Who is this man (and his heroes)?
Joe Vitale, as many of you no doubt recall, is one of the "stars" of The Secret, and among his many other accomplishments he is also
The Buddha of the Internet, due to his rare combination of spiritual and marketing acumen. At least that's what his marketing material says. One of the things that this rare combination has delivered unto Mr. Fire is the knowledge that spiritual figures such as Buddha and Jesus want us to be rich. Or at least Joe V has figured out that convincing people that Buddha and Jesus want them to be rich -- and that he, Mr. Fire, has the secret to helping them do so -- is a way to get him richer. In one 2009 blog post tantalizingly titled Buddha's Money-Making Secret, Joe praised a book called The Diamond Cutter by Geshe Michael Roach, which, he wrote, mirrored Joe's own views about the Buddha's teachings on wealth.

Roach, as you may or may not be aware,
was recently in the news for a grisly death associated with an extreme retreat he was leading. Unlike James Arthur "Death" Ray's infamous Spiritual Warrior retreat, this one did not involve a phony sweat lodge, but another type of trendy indigenous -- or trendigenous, if you will (I LOVE making up words) -- structure, a yurt. This snippet in the piece tells you pretty much all you need to know about Roach's brand of Buddhism:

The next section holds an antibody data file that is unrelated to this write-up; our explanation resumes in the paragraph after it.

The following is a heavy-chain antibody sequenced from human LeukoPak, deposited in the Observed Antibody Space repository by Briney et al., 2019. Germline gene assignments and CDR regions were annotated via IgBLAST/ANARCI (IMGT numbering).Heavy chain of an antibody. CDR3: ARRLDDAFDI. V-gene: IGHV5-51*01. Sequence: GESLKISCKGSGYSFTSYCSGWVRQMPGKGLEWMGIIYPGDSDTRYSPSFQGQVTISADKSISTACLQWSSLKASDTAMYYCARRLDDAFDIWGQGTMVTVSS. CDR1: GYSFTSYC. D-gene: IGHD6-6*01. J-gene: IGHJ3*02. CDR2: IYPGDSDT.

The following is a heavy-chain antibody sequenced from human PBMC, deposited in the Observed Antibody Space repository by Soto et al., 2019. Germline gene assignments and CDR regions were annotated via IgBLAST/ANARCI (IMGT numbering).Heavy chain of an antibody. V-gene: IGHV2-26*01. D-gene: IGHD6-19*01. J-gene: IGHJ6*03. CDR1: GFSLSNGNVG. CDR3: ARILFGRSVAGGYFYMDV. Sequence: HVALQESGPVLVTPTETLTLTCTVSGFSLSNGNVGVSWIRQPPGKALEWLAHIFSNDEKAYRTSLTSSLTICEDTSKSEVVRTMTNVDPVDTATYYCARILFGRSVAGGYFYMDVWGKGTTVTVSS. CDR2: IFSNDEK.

The monk who ran the retreat, Michael Roach, had previously run a diamond business worth tens of millions of dollars and was now promoting Buddhist principles as a path to financial prosperity, raising eyebrows from more traditional Buddhists.

But Roach's teachings apparently didn't raise Joe Vitale's eyebrows, at least not in the you've got-to-be-sh-tting-me way alluded to above. Joe does not claim to be a Buddhist himself (he's more of a Transcendentalist, he says), and in fact in his blog post about Buddha's Money Making Secret, he confesses that he is not Buddha either. But he does apparently believe that Buddha would approve of his apparent obsession with material wealth.
 

But I digress again. The misappropriation of Buddhist teachings is not what Joe Flatley was targeting in his piece. Rather, he wrote about Joe Vitale's Miracles Coaching program, for which, as noted above, Joe V. partners with the aforementioned Utah boiler room Prosper. You will probably not be surprised to learn that I thoroughly enjoyed the piece.
 

Granted, Joe F. is more than a little snarky (my kind of guy!), basing his snarkasm upon some of the things Joe V. has most proudly promoted. Apparently he did not interview Joe V., which Joe V. may very well jump on as an example of poor journalism, as he did when Barbara Ehrenreich snarked him out in her book, Bright-Sided: How Positive Thinking is Undermining America. Joe V was not pleased about his write-up in that book. But I am thinking that the point of Joe Flatley's piece wasn't really to present an in-depth portrait of Mr. Fire (any more than it was Ehrenreich's purpose); rather, it was merely to give some perspective of Mr. Fire's role in what Salty Droid has often called "the big, sick machine." In any case, I suspect that when the article came out there was some heavy drinking in Wimberley, Texas that night.

Politix, schmolitix
Joe Flatley's article isn't just about Joe Vitale and Miracles Coaching. It also touches on a couple of Prosper's other "gurus," and tells the story of a former boiler-room salesman who says he worked at Prosper. Then the piece gets into dodgy Utah politicians, such as